Four students at Polytech have come together to address the issue of childhood hunger and are looking to provide a visual message to the community in order to create awareness.
Polytech sophomores Laura Reed, Kylie Arndt, Alexa Morgera and William Arthur created a public service announcement using video as their medium. The video was then submitted in a contest hosted by Health Occupation Students of America (HOSA).
The video earned the group a spot at HOSA’s state competition.
The group spent an hour one weekend shooting the video behind the school cafeteria, using Reed’s cell phone as their camera.
The video, which is in black and white, depicts three children holding cardboard signs that read “I’m hungry” and “Help me,” and shows a series of empty hands. An orange is placed in one pair of empty hands and the children smile happily. The children hold up signs informing the viewer that 15 million children die each year due to hunger. The creators of the video then appear holding signs that read “Stop child hunger!”
“I looked up child hunger videos and they were all sad,” Reed said. “I wanted to make it look sad and realistic.”
As part of the curriculum in her class, nurse assisting teacher Cynthia Moore required students to enter at least one HOSA contest category. Other categories include CPR, nurse assisting and public speaking.
“I really feel that this gives students an opportunity to learn leadership, team work, professionalism and community service, where they may not have had an opportunity to do that elsewhere,” Moore said.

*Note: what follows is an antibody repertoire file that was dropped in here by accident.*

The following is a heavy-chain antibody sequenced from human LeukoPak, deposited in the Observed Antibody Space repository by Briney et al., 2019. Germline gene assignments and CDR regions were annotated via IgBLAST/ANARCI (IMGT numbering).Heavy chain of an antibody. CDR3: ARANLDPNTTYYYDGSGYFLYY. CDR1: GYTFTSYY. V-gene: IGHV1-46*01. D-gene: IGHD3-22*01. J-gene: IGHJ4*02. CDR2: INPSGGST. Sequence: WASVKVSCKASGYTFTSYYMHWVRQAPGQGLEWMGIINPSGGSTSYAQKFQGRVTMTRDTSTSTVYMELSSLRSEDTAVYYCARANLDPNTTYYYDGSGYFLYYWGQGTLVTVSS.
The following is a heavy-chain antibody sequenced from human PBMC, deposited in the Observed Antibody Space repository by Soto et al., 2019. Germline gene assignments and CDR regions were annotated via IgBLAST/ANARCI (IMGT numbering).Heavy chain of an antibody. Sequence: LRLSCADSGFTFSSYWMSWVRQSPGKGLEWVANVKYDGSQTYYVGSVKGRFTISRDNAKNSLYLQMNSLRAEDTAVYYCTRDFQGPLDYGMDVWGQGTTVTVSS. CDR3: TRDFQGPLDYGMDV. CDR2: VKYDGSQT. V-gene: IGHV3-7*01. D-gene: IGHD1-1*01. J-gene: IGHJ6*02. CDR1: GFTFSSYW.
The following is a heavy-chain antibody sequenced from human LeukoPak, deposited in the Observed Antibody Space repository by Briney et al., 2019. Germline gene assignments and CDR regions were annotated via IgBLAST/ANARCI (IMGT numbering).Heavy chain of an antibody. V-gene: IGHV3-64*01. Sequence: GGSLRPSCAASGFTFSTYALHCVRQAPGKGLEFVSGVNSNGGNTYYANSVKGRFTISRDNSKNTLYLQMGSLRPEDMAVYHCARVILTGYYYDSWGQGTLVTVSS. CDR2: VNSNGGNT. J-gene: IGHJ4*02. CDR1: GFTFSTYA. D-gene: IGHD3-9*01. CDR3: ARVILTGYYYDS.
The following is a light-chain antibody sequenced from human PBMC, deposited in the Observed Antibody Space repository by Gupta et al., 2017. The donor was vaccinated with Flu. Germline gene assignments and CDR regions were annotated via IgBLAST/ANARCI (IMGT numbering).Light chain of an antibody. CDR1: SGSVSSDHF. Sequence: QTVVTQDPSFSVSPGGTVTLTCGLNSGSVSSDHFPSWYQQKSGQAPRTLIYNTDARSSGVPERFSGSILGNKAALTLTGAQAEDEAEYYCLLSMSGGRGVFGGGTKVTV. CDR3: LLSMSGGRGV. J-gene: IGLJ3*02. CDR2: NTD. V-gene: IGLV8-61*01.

To qualify for the state competition the group first had to compete at the school level against members of other health related organizations.
Students were required to screen their PSA and make a speech before the Polytech administration. The video made by Arndt, Reed, Morgera and Arthur was selected to move on to the state competition, which will be held March 25 at the Delaware State Fire School.
“It felt great knowing that our video was good enough quality to make it to state level,” Arndt said.
As part of the competition, the students had to get exposure for the PSA. It has aired twice on the school’s televised morning announcements and the video’s creators have contacted local media outlets to have the video aired displayed on the outlets’ websites. Arndt is hoping that airing the PSA for the local community will have an impact on hunger.
“I hope this shows people that there are more kids starving than they think there are,” Arndt said. “I hope they will reach out and help and be aware that child hunger is a big deal.”
Page 2 of 2 - The Polytech team will compete against students from 14 other schools at the state level. They’ll be required to make a presentation, screen their video and talk about how they went about trying to get air time for their PSA. If the students earn first place at the state level they will move on to the national competition in Orlando, Fla., Arndt said.
Leading up to the March competition, the Polytech group is finishing the final touches on the project.
“We’re putting the finishing touches on our speech, working to have more facts on child hunger and working to do something to help children and,” Arndt said. “We want to go to a food bank or some kind of place that helps kids get the food they need.”